For the ninth consecutive year and the 13th time overall, the Christopher High girls swimming team earned a Monterey Bay League title. The Cougars were too tough once again in the MBL Gabilan Division Championships last Saturday, totaling 359 points to easily finish ahead of runner-up Salinas (272).
Gilroy High was equally dominant in winning the Pacific Division championship and just as impressive in taking second in the overall standings (boys and girls points combined). The Mustangs did it with the second smallest squad—12 girls and four boys—in the league.
Christopher and Gilroy had several standouts excel, no surprise considering the city is rich with swimming talent. Swimmers with the best overall time in an event—counting both divisions—included Christopher’s Kylie Nguyen (100-yard breast stroke in 1 minute, 9.78 seconds), Nicole Critzer (100 butterfly in 59.45), Chris Critzer (100 freestyle), and Maria Higginbotham (100 and 200 free in 2:00.91).
Top overall time event winners from Gilroy included Katelyn Brolin, who won the 500 free in 5:38.90, edging out Christopher freshman Ashley Flores’ 5:39.16 in one of the most exciting races of the day. The Mustangs also received stellar performances from Ashley Harding, Alena Lepe and Adam Thompson, who won two Pacific Division titles in the 100 fly and 200 IM—his time of 1:02.72 in the fly was the fourth best overall time.
Lepe won the Pacific title in the 200 free in 2:13.65, and Harding was stellar, taking the third best overall time in the 100 breast stroke in 1:12.32 and fourth best in the 100 free in 58.67.
Ellie Pickford took home the Pacific Division championship in the 100 butterfly, Nate Cazares took second overall in the 50 free in 24.06, and Alexa Bennett took third overall in the 50 free in 26.03. The high-points leader of the Championships was Higginbotham, who in addition to winning Gabilan titles in the 100 and 200 free was part of Christopher’s victorious 200 free and 200 medley relay teams.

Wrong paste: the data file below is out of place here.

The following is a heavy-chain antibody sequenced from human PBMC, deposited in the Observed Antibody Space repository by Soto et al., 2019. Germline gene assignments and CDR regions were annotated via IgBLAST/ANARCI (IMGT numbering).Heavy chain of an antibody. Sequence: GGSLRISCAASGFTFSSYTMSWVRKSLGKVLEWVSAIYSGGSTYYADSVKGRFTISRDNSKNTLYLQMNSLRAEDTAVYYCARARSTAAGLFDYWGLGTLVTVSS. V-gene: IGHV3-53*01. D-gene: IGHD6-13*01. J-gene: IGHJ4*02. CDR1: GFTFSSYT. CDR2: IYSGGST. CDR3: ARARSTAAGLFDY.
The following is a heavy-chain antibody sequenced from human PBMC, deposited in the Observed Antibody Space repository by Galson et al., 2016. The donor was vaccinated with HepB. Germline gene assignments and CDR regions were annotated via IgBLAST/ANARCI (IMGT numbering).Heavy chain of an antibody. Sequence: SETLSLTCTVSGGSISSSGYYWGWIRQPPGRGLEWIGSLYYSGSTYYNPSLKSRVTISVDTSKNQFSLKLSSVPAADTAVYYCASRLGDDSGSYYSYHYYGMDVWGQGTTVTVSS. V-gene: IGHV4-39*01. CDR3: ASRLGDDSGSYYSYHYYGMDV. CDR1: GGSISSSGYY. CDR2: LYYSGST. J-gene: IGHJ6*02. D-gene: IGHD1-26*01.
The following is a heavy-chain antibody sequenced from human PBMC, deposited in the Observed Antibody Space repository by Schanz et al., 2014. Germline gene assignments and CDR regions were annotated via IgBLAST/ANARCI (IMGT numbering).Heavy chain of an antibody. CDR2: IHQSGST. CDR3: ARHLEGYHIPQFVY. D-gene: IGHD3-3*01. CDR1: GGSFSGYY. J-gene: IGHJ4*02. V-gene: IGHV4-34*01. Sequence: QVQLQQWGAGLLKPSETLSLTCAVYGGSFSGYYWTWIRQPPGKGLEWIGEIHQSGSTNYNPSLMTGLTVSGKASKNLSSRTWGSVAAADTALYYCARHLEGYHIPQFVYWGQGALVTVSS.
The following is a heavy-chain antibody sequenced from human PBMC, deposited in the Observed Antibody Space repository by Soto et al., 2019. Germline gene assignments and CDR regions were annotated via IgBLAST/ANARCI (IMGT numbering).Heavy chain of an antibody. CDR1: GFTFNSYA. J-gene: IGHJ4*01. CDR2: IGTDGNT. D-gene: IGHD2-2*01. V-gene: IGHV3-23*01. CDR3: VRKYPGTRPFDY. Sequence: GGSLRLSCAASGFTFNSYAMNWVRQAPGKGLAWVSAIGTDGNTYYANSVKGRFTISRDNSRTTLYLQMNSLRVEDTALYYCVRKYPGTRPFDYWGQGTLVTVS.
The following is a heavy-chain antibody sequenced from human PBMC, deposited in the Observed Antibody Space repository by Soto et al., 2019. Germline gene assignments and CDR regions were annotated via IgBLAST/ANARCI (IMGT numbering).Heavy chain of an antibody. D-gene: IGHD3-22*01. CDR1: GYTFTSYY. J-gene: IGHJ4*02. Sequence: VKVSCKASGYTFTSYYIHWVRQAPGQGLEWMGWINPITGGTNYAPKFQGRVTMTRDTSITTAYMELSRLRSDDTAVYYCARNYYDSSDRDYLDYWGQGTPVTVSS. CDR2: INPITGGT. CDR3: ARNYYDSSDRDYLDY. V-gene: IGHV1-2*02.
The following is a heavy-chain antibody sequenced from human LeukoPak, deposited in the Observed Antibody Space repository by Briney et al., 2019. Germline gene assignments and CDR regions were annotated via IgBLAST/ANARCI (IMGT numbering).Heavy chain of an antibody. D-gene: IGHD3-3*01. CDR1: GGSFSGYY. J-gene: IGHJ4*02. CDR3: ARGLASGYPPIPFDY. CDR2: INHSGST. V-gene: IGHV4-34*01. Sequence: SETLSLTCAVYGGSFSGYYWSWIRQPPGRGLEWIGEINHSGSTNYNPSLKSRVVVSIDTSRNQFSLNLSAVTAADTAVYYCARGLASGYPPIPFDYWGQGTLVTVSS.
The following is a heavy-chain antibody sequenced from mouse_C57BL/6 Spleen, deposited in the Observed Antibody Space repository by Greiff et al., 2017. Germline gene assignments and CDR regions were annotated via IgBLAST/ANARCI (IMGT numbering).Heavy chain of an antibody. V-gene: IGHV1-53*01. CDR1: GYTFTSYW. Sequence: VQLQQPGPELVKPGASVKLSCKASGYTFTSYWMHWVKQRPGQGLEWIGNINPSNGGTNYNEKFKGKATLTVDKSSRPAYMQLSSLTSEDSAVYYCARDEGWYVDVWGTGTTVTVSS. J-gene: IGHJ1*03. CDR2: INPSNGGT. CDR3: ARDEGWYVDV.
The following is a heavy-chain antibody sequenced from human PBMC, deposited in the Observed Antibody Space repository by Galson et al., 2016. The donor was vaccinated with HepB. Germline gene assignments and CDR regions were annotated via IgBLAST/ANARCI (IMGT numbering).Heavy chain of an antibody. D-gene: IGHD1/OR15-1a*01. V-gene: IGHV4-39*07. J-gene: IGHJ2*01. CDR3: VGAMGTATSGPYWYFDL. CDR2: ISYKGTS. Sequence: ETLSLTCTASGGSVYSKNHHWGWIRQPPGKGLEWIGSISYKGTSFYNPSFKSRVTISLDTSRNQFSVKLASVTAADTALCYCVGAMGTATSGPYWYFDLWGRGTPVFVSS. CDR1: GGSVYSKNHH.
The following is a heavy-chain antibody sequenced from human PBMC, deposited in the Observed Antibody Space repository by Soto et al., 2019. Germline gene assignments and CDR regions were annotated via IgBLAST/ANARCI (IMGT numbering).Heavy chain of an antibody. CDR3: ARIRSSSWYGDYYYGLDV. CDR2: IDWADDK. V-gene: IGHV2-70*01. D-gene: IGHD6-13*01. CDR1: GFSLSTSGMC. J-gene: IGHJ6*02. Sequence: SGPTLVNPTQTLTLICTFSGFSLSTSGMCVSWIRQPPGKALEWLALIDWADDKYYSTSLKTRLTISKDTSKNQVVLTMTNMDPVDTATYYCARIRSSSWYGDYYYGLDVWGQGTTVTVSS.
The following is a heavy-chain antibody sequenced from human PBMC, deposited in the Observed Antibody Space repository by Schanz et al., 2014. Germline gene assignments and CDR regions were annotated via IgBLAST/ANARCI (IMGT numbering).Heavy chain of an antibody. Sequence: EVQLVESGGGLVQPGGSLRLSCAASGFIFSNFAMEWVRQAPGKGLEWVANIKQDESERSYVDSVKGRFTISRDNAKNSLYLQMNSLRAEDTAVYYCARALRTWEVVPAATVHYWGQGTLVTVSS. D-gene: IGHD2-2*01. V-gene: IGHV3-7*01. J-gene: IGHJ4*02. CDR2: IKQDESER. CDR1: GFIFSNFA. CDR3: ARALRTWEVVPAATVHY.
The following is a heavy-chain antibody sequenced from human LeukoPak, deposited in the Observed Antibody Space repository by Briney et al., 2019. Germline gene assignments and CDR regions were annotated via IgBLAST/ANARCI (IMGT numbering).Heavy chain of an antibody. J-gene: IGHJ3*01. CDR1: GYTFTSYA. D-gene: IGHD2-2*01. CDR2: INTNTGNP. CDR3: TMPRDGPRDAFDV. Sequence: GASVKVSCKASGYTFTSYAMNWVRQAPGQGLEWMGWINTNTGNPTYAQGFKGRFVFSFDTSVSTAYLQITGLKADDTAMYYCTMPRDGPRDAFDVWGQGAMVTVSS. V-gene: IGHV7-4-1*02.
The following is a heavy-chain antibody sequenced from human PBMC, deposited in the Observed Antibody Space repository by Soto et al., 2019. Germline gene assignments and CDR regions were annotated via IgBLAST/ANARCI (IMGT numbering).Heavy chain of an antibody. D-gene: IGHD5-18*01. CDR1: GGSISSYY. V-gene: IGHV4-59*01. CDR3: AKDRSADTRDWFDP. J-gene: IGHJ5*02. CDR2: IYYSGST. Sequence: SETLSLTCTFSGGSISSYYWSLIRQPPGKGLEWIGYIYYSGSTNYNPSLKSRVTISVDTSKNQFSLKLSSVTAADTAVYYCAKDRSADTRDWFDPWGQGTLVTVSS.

In addition to Higginbotham, the squads feature Critzer, Nguyen, Sierra Ceballos and Haley Hartman. Higginbotham entered the Championships not expecting to win the 200 free since she came in third place to two San Benito swimmers in the teams’ dual league meet. In the 100 at that same meet, a San Benito swimmer outouched her at the wall. However, Higginbotham got the best of the San Benito swimmers in the league’s biggest meet.
“I was feeling pretty good and everything felt smooth,” she said. “Being a part of the relays was so satisfying because our two biggest competitors were Salinas and San Benito, so going into them we talked about having to do it for coach (Jeff Ross). We’re not used to losing relays (which they did against San Benito), so it got us fired up to win.”
Higginbotham, Nguyen and both of the Critzers earned CCS qualifying standards in their individual events. Ross was effusive in his praise of his swimmers.
“Kylie is a freshman and she smoked it,” he said. “She is the most quiet girl ever, but she is an animal in the pool, a superstar. Maria is the real deal, just the best. Nicole is a bulldog and just a sophomore, and we also have three girls coming in next year who are quick. Ashley Flores takes everything that comes her way and is constantly improving. And Chris and Nicole are sophomore twins who work hard and go after it.”
The Christopher junior varsity boys won their respective league title, meaning there is an excellent chance the Cougars will have a boys varsity team—something they didn’t have this season—next year.
“And the girls will be right up there again competing for the title,” said Ross, who has hinted as this being his final year of coaching.
If it is, Ross will leave the program in terrific shape. One has to look no further than Nguyen and the Critzer twins, as the trio continues to get faster with each stroke. Nguyen, who is one of the top freshmen in the CCS, is a versatile and hard working talent whose ceiling seems limitless.
Same goes for the Critzers, as Chris won the 100 free rather handily, clocking a 49.03. He also had the second best overall time in the 200 free in 1:48.19. Nicole, meanwhile, won the 100 butterfly by a whopping 6 seconds in 59.45. It was one of the most impressive performances of the meet.
She also had the third best overall time in the 100 backstroke in 1:04.67. Nicole said both of the relay events—while exciting—were also stressful. However, she handled her splits just fine. Critzer’s goal is to swim the 100 fly in 57 or 58 seconds at the CCS Meet.